Tyler Morse, CEO of MCR Development, which recently opened the TWA Hotel, talks about the shifting power dynamic between brands, independents and hotel owners.
NEW YORK—Now that MCR Development’s TWA Hotel, a massive project which rehabilitated the former TWA terminal at JFK International Airport, has “left the nest and is flying,” CEO Tyler Morse said the company is exploring many options for its next big project.
“I have a couple of big projects I’m working on. They’re not quite at a stage where I can talk about exactly what we’re doing. Last year, we bought 26 hotels in our branded portfolio, and are very happy with those acquisitions. We’re building seven hotels in six U.S. states right now from the ground up. We have a couple of projects we’re working on here in New York City that will be coming soon,” he said.
During the recent NYU International Hospitality Industry Investment Conference, Morse spoke to Hotel News Now about the uniqueness of the fully independent TWA Hotel project. Watch the video interview below.
But the project also further revealed a trend he’s noticed for some time: A shifting in the power dynamic between owners and hotel brands.
MCR, a hotel owner and developer, has both independent and branded hotels in its portfolio, with Hilton and Marriott International brands dominating the branded side. The reality that not every hotel needs a brand flag presents options for owners, Morse said.
“The landscape is changing quite rapidly. In a good economy, which we’re in right now, the pendulum swings back to the owner side and you don’t need the brands as much. From our standpoint, the most valuable brands out there—I think there’s 150 brands in the hotel world, all in—the highest return on invested capital is Residence Inn by Marriott and Hampton Inn by Hilton. The consumers love the product, it’s a great value proposition, you get your points, and that works out terrifically. But as you fan off from those two kind of tent-pole brands, the value proposition is not as strong,” he said.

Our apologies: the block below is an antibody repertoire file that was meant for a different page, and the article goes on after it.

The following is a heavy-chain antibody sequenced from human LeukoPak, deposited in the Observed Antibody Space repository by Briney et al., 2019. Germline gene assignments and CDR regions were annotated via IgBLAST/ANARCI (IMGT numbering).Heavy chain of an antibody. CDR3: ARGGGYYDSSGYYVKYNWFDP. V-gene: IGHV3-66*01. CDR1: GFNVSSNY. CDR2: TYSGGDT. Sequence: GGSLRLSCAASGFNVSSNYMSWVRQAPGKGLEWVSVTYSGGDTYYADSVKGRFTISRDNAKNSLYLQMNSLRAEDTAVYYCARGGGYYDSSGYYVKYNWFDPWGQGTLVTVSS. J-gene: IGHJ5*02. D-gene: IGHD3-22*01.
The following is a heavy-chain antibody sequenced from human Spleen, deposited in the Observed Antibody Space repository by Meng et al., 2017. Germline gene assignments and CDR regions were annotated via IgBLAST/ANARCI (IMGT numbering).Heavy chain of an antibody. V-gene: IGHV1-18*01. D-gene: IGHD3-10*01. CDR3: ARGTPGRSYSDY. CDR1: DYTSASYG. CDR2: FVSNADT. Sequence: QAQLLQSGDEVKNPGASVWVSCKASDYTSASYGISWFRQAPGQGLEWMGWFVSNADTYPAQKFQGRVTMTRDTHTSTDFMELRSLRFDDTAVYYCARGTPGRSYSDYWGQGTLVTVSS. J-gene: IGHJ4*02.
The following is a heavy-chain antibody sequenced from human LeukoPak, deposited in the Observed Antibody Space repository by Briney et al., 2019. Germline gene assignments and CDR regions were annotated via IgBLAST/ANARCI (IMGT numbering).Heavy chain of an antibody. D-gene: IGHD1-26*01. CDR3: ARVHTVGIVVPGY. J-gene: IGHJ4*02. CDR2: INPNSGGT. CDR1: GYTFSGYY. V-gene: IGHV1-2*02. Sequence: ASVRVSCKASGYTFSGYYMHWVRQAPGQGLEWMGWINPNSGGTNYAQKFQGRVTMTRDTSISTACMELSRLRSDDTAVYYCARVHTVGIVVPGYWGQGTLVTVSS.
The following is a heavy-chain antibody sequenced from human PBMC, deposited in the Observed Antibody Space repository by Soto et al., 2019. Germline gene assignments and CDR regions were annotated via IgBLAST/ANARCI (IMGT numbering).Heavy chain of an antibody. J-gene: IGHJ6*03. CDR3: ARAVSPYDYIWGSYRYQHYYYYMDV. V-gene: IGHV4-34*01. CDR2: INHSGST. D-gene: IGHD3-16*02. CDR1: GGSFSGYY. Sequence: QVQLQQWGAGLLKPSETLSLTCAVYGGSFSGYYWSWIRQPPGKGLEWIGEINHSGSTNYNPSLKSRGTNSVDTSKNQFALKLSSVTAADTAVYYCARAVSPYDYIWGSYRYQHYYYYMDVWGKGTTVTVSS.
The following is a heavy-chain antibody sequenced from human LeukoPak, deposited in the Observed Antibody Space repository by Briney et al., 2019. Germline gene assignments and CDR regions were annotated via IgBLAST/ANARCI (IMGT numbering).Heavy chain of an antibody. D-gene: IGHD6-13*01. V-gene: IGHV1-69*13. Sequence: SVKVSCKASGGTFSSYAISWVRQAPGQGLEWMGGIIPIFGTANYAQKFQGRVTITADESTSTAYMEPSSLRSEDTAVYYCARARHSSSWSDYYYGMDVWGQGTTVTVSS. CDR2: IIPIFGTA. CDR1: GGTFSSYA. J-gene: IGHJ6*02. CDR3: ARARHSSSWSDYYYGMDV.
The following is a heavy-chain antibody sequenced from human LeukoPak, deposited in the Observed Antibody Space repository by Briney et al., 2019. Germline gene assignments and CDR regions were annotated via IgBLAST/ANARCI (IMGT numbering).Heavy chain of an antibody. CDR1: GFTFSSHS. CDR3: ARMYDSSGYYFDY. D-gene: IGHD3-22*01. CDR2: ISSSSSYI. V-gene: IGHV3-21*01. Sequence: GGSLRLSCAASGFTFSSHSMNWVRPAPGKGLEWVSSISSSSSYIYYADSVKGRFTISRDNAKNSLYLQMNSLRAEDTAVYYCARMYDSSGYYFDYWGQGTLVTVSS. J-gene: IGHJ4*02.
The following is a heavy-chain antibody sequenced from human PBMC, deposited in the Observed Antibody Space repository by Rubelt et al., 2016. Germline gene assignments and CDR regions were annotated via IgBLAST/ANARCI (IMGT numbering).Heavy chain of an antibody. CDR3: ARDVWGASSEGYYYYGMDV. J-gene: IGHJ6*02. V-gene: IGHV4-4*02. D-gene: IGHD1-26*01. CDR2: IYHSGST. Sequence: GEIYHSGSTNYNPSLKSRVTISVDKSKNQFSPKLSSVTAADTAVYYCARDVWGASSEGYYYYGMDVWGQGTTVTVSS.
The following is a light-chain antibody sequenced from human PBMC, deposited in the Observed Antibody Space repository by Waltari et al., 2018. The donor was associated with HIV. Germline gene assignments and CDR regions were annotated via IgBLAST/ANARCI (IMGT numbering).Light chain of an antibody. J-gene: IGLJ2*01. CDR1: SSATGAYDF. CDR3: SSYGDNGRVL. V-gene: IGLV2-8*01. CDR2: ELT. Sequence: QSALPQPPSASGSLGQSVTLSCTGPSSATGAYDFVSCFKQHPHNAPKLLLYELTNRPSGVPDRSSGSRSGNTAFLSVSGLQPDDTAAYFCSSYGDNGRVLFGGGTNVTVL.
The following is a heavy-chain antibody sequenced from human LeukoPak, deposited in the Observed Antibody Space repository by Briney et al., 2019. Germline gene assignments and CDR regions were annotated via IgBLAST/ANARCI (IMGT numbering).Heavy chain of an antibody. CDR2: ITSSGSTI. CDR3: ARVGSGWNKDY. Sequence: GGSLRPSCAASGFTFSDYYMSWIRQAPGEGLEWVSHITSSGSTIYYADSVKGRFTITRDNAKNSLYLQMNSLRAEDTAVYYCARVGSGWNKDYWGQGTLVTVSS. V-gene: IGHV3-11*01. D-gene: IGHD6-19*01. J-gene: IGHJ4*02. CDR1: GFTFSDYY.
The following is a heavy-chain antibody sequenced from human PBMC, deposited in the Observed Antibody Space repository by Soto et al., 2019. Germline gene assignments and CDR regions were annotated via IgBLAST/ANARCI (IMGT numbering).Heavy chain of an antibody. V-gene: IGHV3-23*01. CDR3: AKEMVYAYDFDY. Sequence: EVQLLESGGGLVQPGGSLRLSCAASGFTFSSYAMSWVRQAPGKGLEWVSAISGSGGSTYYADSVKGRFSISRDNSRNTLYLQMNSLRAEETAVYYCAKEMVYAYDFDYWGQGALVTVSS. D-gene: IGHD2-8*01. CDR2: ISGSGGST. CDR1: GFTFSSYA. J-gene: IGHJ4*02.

“We as owners need to say, how much am I willing to pay for distribution? This is the core question. We built the building, we run the building; how much are we paying to get reservations and how many reservations are we getting out of that? You’ve got to simply do that math, and a lot of people are doing that math and saying, hmm, maybe I should go independent. Maybe I can do this on my own. There’s a lot of conversations happening right now about the value of each individual reservation.”
Morse said the decision between flying a brand flag at a property or not depends on the property itself and the market it occupies.
“There’s a product for each market. In Manhattan, and at airports where there’s tremendous latent demand, you don’t need a brand as much,” he said.
“We own a Courtyard in Brownsville, Texas, that performs great. I will definitely want to have a Marriott flag or Hilton flag on that property down there. From a demand standpoint, you just don’t see the demand characteristics that you see in a Manhattan. You’ve got to look hotel by hotel, market by market, street corner by street corner. Sometimes you can go without a brand, and sometimes you need a brand, and that defines the leverage and the negotiating leverage with the brands.”
He added that the proliferation of brands raises questions about the value proposition of a branded hotel.
“If you look at just the Hilton and Marriott portfolio, there are 49 brands. We sit here at NYU, which is filled with hotel professionals, I would bet that half of the people here couldn’t name the 49 brands across the two 800-pound gorillas’ portfolios. And these are people who are in the industry. You go out to the consumer world, and they follow the 49 brands even less, and it becomes very noisy. What they’re really selling is the halo brand of Hilton Honors and Marriott’s Bonvoy rewards program,” he said.
It’s important to think about the value of the points loyalty programs offer, Morse said.
“Are the value of those points as good as they were in the past? You’re getting points for everything now; points from your credit card company; from your air carrier, from Expedia. Everybody’s giving you points for everything you do, so it’s a relative value of points. Are you making a purchase decision to stay in this branded family because you get the points? That’s the question you have to ask about this proliferation of brands,” he said.